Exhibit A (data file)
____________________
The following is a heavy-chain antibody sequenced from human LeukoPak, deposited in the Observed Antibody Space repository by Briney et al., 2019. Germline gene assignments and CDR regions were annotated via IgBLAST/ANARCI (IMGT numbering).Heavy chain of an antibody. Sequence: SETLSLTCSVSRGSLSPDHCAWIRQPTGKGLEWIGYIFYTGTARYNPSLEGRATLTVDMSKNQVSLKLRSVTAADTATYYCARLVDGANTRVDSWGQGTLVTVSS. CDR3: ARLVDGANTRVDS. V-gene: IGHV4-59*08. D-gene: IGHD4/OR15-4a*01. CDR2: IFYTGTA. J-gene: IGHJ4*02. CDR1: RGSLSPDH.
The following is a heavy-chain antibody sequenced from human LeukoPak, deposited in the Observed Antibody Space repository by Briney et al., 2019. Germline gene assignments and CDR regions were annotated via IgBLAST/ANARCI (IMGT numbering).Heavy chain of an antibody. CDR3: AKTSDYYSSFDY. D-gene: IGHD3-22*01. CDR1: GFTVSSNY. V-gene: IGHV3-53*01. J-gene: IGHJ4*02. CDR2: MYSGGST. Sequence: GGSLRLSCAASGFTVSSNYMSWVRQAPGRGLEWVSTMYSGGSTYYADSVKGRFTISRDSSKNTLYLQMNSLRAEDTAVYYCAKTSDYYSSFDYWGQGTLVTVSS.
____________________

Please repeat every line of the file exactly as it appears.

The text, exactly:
The following is a heavy-chain antibody sequenced from human LeukoPak, deposited in the Observed Antibody Space repository by Briney et al., 2019. Germline gene assignments and CDR regions were annotated via IgBLAST/ANARCI (IMGT numbering).Heavy chain of an antibody. Sequence: SETLSLTCSVSRGSLSPDHCAWIRQPTGKGLEWIGYIFYTGTARYNPSLEGRATLTVDMSKNQVSLKLRSVTAADTATYYCARLVDGANTRVDSWGQGTLVTVSS. CDR3: ARLVDGANTRVDS. V-gene: IGHV4-59*08. D-gene: IGHD4/OR15-4a*01. CDR2: IFYTGTA. J-gene: IGHJ4*02. CDR1: RGSLSPDH.
The following is a heavy-chain antibody sequenced from human LeukoPak, deposited in the Observed Antibody Space repository by Briney et al., 2019. Germline gene assignments and CDR regions were annotated via IgBLAST/ANARCI (IMGT numbering).Heavy chain of an antibody. CDR3: AKTSDYYSSFDY. D-gene: IGHD3-22*01. CDR1: GFTVSSNY. V-gene: IGHV3-53*01. J-gene: IGHJ4*02. CDR2: MYSGGST. Sequence: GGSLRLSCAASGFTVSSNYMSWVRQAPGRGLEWVSTMYSGGSTYYADSVKGRFTISRDSSKNTLYLQMNSLRAEDTAVYYCAKTSDYYSSFDYWGQGTLVTVSS.